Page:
Rep. Doug Lamborn (R-CO) has represented Colorado’s 5th district for six years, but it looks like that may come to an end. The Colorado Supreme Court kicked him off the GOP primary ballot after the justices “ruled that a petition gatherer working for Lamborn’s campaign did not live in the state at the time.”

That made the signatures invalid and placed Lamborn “below the threshold for ballot access.”

Lamborn needed signatures from 1,000 registered Republicans in the 5th District. He turned in 1,783 signatures, but only 1,269 received a stamp of approval. From The Denver Post:

Shortly thereafter, a lawsuit was filed by five Republicans from the congressman’s district challenging whether two of the signature gatherers hired by his campaign were Colorado residents as required by state law.

The Denver District Court ruled that one of the gatherers was not a resident, and invalidated 58 signatures he collected. It found that the other — who had gathered more 269 signatures — was.

The Colorado Supreme Court rejected this ruling:

But the Colorado Supreme Court, which reviewed the case upon appeal, rejected the lower court’s ruling on the residency of the second gatherer, Ryan Tipple, which was based off the legal theory that he intended to move to the state.

“Tipple’s stated intent to live in Colorado in the future is relevant only if he has a fixed habitation in Colorado to which he presently intends to return,” the Supreme Court’s ruling said. “The record reveals none. … All of the objective record evidence regarding his residency at the time he circulated the petition for the Lamborn Campaign indicated that his primary place of abode was in California.”

The ruling left Lamborn 58 signatures short of 1,000.

The court added: “We recognize the gravity of this conclusion, but Colorado law does not permit us to conclude otherwise.”

Now there’s still a chance Lamborn could return to the ballot. Deputy Secretary of State Suzanne Staiert said the congressman could ask a federal court “to strike the residency requirement.” His lawyer, Ryan Call, told Politico that’s the plan:

“We believe, quite frankly, denying a sitting congressman the right to participate in a primary election where the residency of the circulator denies the otherwise valid petition signatures is unconstitutional,” Call said. “We intend to file an action in federal district court, and there are a number of cases that find that the residency requirement for circulators as unconstitutional.”

Colorado Treasurer Walker Stephen, a candidate for governor, gathered signatures with the same company Lamborn used, but he was able to find a spot on the ballot via party convention vote.

I don’t think this will flip his district. Cook Political Report hasn’t changed anything and listed the district as Likely Republican. Reports I have looked at have described his district as conservative. If Lamborn cannot get on the ballot, Stephen will face off against Colorado State Senator Owen Hill and El Paso County Commissioner Darryl Glenn.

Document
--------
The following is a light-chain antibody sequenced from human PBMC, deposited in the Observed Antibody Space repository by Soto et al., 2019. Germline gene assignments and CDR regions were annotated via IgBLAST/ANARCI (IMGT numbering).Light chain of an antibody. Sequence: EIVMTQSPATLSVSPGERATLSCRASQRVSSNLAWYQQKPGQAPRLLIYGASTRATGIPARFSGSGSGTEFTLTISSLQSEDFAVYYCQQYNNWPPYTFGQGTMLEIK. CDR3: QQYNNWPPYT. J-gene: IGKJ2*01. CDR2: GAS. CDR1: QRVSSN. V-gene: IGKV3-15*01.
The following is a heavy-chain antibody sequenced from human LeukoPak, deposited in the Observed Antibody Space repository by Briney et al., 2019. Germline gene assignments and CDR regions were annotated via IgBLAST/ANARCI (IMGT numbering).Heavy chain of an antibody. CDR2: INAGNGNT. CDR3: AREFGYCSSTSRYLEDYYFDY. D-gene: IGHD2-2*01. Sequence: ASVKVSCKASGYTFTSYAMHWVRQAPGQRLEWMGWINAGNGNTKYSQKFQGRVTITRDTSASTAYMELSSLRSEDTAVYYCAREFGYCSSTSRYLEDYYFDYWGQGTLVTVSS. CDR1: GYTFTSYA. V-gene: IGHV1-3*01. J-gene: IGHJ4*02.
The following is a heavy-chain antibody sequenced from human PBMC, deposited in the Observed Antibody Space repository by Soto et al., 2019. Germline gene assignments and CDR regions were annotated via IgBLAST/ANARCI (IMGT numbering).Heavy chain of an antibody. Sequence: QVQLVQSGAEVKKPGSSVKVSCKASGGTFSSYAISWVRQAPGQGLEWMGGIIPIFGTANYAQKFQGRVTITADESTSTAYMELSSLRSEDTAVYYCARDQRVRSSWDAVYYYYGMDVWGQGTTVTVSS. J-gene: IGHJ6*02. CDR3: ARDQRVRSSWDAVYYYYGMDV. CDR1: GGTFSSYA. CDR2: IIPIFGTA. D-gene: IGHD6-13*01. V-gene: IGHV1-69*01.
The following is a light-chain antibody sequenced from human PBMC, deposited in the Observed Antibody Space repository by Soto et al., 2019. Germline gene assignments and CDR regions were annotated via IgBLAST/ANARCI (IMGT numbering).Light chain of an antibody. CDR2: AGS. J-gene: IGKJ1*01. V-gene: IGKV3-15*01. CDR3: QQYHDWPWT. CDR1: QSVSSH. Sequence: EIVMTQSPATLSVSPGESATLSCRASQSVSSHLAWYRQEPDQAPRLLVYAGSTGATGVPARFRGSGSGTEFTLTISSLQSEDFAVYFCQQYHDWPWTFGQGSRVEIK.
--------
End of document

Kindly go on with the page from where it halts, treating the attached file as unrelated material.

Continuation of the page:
Sen. Rand Paul (R-KY) endorsed Hill.

Hill has represented District 10 in the state senate since 2013. He first ran in 2010, but lost by a slim margin to then-incumbent John Morse (D).

His campaign issues include protecting life and school choice. He also wants to reform Medicaid and supports Right to Work. He also placed gun rights on his website. He strongly supports the 2nd Amendment, saying that “[P]rotecting our Liberty is the fundamental idea behind” this amendment “and the greater the government grows, the more necessary the 2nd Amendment becomes.”

Glenn became county commissioner in 2014. He ran ran for the state senate in 2016, but incumbent Michael Bennet (D) barely defeated him.

Glenn has been campaigning to reduce regulations to allow growth in the economy for employers and employees. He also wants a balanced budget amendment to force the “government to live within its means.” He advocates fora secure border.

He says on his website that he “will endeavor to repeal Obamacare and other policies that divide Americans and separate them from their elected officials.”

If a court allows Lamborn back on the ballot, it may not be an easy ride. Politico described his past elections and primaries:

Lamborn has faced a number of close calls for renomination in the past. He was nearly knocked out of Congress in 2016 when Calandra Vargas, a first-time candidate, delivered a show-stopping speech at the state Republican convention and drew 58 percent of the vote there. Lamborn, who received 35 percent of the vote, was just 18 votes over the convention threshold for ballot access.

The six-term congressman has also faced stiff primary challenges.

In 2006, Lamborn, then a state legislator, won the nomination over Republican Jeff Crank, who was endorsed by retiring Rep. Joel Hefley. Crank sought a rematch in 2008, but Lamborn hung on to win renomination with a plurality of the primary vote: 44 percent. In 2014, Republican Bentley Rayburn, a retired Air Force general, nearly toppled Lamborn again, challenging him over potential military base closings.

Like I said, it looks like even if Lamborn cannot run, the seat will stay in the GOP. Ballotpedia has Stephany Rose Spaulding as the only candidate in the Democrat primary. Money reports on Ballotpedia show that she doesn’t even have $100,000.